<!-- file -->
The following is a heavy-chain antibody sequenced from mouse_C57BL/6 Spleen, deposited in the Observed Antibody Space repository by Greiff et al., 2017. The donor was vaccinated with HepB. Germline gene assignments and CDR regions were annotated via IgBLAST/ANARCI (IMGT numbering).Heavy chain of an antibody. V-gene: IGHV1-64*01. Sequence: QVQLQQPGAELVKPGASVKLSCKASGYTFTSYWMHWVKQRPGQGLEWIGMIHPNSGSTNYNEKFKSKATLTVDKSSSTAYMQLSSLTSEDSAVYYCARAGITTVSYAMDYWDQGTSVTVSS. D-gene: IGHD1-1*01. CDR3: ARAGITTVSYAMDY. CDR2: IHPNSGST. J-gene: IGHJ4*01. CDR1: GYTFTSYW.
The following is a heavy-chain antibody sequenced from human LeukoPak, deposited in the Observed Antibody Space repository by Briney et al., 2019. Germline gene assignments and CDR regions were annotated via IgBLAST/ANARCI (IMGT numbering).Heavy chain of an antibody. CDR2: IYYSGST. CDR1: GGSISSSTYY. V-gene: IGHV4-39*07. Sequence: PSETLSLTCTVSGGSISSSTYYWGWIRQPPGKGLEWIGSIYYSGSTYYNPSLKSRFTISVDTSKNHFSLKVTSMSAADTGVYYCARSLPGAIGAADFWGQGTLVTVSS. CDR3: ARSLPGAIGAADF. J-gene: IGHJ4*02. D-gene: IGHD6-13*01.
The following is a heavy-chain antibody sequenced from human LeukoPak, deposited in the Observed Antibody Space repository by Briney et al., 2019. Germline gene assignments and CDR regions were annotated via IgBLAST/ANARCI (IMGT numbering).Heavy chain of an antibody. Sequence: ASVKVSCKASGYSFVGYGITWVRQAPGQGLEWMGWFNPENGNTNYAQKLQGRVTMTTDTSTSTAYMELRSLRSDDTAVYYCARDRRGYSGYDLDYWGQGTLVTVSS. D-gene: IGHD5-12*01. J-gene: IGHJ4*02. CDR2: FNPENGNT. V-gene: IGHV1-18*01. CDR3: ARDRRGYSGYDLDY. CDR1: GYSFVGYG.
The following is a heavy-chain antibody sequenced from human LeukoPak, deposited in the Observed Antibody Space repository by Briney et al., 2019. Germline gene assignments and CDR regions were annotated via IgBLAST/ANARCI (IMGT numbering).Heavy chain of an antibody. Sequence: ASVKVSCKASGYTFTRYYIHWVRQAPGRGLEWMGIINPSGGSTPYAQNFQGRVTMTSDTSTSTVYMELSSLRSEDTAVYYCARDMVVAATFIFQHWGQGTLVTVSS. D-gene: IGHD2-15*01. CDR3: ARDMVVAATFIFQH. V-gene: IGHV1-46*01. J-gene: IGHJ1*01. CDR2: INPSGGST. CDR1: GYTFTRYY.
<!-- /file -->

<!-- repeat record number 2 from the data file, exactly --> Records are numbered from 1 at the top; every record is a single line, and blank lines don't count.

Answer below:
The following is a heavy-chain antibody sequenced from human LeukoPak, deposited in the Observed Antibody Space repository by Briney et al., 2019. Germline gene assignments and CDR regions were annotated via IgBLAST/ANARCI (IMGT numbering).Heavy chain of an antibody. CDR2: IYYSGST. CDR1: GGSISSSTYY. V-gene: IGHV4-39*07. Sequence: PSETLSLTCTVSGGSISSSTYYWGWIRQPPGKGLEWIGSIYYSGSTYYNPSLKSRFTISVDTSKNHFSLKVTSMSAADTGVYYCARSLPGAIGAADFWGQGTLVTVSS. CDR3: ARSLPGAIGAADF. J-gene: IGHJ4*02. D-gene: IGHD6-13*01.